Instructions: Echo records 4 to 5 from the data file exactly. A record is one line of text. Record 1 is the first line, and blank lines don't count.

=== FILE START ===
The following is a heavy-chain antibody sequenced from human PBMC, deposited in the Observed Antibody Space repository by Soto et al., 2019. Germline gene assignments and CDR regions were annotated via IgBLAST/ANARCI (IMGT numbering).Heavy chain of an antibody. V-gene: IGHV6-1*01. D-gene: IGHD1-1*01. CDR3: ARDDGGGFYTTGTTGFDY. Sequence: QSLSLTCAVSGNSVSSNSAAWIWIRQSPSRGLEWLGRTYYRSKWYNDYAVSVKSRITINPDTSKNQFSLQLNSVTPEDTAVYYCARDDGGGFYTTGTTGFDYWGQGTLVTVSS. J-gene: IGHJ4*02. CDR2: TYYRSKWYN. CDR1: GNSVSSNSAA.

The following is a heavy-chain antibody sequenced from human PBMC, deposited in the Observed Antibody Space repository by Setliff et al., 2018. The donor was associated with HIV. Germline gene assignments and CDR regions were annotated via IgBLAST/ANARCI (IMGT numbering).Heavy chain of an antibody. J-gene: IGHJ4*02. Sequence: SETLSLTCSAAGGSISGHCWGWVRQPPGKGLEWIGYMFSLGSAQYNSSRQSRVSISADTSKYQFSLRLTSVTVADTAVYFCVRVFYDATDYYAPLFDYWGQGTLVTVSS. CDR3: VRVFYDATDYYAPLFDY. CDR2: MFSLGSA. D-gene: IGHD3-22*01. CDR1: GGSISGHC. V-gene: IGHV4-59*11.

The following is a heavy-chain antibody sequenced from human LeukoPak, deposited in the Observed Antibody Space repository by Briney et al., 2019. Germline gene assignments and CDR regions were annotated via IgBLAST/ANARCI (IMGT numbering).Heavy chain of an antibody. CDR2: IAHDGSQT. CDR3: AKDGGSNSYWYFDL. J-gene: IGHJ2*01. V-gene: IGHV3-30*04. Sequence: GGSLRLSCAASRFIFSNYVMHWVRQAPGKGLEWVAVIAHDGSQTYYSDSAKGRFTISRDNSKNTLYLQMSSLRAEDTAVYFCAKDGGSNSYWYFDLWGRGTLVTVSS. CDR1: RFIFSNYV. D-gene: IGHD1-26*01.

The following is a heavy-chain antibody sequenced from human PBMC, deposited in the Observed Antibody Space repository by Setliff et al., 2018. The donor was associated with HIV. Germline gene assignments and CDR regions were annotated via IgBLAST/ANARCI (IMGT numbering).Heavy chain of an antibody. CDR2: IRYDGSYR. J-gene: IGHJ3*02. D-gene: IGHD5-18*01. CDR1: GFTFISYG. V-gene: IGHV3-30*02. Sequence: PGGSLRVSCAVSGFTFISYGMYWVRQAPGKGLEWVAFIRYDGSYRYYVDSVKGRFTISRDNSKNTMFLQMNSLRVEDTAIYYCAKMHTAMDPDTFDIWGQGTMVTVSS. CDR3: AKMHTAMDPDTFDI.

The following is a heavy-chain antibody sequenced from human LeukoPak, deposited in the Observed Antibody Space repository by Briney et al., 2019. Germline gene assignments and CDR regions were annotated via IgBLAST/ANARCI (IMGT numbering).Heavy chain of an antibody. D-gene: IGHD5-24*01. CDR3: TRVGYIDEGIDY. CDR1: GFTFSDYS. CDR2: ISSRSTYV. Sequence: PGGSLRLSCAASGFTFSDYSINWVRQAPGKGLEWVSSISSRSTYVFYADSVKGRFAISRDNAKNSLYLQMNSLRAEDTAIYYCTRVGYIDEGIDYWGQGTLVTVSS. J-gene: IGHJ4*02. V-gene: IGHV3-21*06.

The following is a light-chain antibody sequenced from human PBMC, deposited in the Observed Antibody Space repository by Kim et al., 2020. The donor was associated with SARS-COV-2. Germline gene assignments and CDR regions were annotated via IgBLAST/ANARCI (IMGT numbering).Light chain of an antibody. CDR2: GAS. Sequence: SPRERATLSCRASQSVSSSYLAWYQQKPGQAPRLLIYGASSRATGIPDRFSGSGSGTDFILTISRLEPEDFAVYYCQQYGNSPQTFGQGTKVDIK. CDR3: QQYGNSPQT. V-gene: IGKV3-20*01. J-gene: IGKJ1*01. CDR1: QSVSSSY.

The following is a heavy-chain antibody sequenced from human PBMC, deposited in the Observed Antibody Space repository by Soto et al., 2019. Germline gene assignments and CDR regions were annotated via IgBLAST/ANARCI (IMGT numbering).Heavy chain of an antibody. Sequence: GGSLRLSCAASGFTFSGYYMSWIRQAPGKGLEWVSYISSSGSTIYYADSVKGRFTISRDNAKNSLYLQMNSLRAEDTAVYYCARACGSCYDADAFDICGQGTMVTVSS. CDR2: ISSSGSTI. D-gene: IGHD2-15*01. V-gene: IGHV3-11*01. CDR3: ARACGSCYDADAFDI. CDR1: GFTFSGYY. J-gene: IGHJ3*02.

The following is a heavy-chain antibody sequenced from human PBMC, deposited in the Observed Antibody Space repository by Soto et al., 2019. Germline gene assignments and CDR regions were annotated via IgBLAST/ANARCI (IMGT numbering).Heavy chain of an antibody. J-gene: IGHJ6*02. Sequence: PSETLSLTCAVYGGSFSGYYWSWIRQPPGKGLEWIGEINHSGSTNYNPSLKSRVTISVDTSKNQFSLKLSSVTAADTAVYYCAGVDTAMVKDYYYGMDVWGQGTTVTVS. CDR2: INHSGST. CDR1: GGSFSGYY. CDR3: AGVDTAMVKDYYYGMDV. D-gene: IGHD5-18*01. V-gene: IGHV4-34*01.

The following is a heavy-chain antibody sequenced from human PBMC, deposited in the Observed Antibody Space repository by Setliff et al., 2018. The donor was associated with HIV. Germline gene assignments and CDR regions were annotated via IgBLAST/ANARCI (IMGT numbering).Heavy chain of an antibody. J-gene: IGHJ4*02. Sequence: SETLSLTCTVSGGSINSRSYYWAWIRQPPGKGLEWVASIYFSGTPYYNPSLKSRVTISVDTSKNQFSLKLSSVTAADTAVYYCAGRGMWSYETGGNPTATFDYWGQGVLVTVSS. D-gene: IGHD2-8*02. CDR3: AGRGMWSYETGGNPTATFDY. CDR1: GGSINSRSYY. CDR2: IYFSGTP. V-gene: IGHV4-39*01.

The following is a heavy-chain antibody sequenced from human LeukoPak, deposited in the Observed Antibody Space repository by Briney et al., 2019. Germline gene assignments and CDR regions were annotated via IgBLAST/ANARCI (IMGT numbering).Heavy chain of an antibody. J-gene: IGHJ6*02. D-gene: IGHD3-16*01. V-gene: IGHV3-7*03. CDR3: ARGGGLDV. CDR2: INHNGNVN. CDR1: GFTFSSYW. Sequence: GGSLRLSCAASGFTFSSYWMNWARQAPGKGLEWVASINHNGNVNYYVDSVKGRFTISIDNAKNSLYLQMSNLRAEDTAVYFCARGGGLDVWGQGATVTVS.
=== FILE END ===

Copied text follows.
The following is a heavy-chain antibody sequenced from human PBMC, deposited in the Observed Antibody Space repository by Setliff et al., 2018. The donor was associated with HIV. Germline gene assignments and CDR regions were annotated via IgBLAST/ANARCI (IMGT numbering).Heavy chain of an antibody. CDR2: IRYDGSYR. J-gene: IGHJ3*02. D-gene: IGHD5-18*01. CDR1: GFTFISYG. V-gene: IGHV3-30*02. Sequence: PGGSLRVSCAVSGFTFISYGMYWVRQAPGKGLEWVAFIRYDGSYRYYVDSVKGRFTISRDNSKNTMFLQMNSLRVEDTAIYYCAKMHTAMDPDTFDIWGQGTMVTVSS. CDR3: AKMHTAMDPDTFDI.

The following is a heavy-chain antibody sequenced from human LeukoPak, deposited in the Observed Antibody Space repository by Briney et al., 2019. Germline gene assignments and CDR regions were annotated via IgBLAST/ANARCI (IMGT numbering).Heavy chain of an antibody. D-gene: IGHD5-24*01. CDR3: TRVGYIDEGIDY. CDR1: GFTFSDYS. CDR2: ISSRSTYV. Sequence: PGGSLRLSCAASGFTFSDYSINWVRQAPGKGLEWVSSISSRSTYVFYADSVKGRFAISRDNAKNSLYLQMNSLRAEDTAIYYCTRVGYIDEGIDYWGQGTLVTVSS. J-gene: IGHJ4*02. V-gene: IGHV3-21*06.